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Kansas Severe Winter Storm (DR-1675)

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Incident period: December 28, 2006 to December 31, 2006
Major Disaster Declaration declared on January 07, 2007


February 16, 2007 - News Release

1 Develop a Family Communications Plan Your family may not be together when disaster strikes, so plan how you will contact one another and review what you will do in different situations. Everyone should know what to do in case all family members are not together. Discussing emergency plans ahead of time reduces fear and anxiety and ensures everyone knows how to respond. Consider a plan where each family member calls, or e-mails, the same friend or relative in the event of an emergency. 2 Decide to Stay or Go

February 16, 2007 - News Release

TOPEKA, Kansas -- The western Kansas storm of Dec. 28-31 caused an estimated $362 million worth of damage, but there’s a possibility of even more damage – the tons of snow and ice it left behind could cause flood damage when the thaw sets in. Spring flooding is always a possibility in the Midwest, and it’s wise to prepare for it. While we can’t always prevent floods, it is possible to minimize their effect. The surest safeguard is flood insurance, available to homeowners, business owners and renters.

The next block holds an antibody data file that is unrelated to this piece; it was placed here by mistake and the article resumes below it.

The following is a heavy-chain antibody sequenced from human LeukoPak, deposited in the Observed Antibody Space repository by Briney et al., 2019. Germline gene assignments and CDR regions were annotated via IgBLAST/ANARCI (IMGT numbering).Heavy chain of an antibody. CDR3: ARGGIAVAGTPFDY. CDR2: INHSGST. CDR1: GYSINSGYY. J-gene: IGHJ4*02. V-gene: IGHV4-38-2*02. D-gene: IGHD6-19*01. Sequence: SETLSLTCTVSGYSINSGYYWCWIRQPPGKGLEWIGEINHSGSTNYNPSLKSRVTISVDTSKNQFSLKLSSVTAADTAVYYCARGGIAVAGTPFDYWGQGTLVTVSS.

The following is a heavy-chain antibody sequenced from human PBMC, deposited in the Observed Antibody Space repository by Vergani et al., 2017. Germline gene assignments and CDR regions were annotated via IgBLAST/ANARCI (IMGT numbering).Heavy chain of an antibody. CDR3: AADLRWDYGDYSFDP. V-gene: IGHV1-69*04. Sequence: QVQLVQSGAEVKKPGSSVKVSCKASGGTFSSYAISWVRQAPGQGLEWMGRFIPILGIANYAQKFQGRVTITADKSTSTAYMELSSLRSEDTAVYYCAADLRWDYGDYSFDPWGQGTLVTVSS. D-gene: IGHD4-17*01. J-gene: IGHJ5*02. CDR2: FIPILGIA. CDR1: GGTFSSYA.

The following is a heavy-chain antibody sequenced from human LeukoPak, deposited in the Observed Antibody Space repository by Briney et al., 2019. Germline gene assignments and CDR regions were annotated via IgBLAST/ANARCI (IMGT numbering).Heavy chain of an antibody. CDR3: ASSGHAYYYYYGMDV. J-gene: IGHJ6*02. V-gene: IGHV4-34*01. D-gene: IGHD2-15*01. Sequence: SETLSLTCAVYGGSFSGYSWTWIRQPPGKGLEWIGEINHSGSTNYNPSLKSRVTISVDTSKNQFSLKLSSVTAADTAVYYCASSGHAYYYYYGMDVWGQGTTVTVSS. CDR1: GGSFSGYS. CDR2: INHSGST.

February 16, 2007 - News Release

Tornadoes are nature's most violent storms. They can appear suddenly without warning and can be invisible until dust and debris are picked up or a funnel cloud appears. Planning and practicing specifically how and where you take shelter is a matter of survival. Be prepared to act quickly. Prepare for a Tornado

Financial Assistance

If and when individual assistance money is approved for this disaster, it will be displayed here. Information is updated every 24 hours.

Public Assistance - Dollars Approved

Public Assistance (PA): Disaster grant assistance available for communities to quickly respond to and recover from major disasters or emergencies declared by the President

Emergency Work (Categories A-B): Work that must be performed to reduce or eliminate an immediate threat to life, protect public health and safety, and to protect improved property that is significantly threatened due to disasters or emergencies declared by the President

Permanent Work (Categories C-G): Work that is required to restore a damaged facility, through repair or restoration, to its pre-disaster design, function, and capacity in accordance with applicable codes and standards

*Dollars Approved: Assistance dollars approved but not necessarily disbursed.

*Dollars Obligated: Funds made available to the State via electronic transfer following FEMA's final review and approval of Public Assistance projects.

Total Public Assistance Grants - Dollars Obligated* Emergency Work (Categories A-B) - Dollars Obligated* Permanent Work (Categories C-G) - Dollars Obligated*
Total Amount $240,543,859.57 $2,159,373.67 $237,654,268.12
Last Updated: Wednesday, November 25, 2015 - 07:46 (Updated daily)

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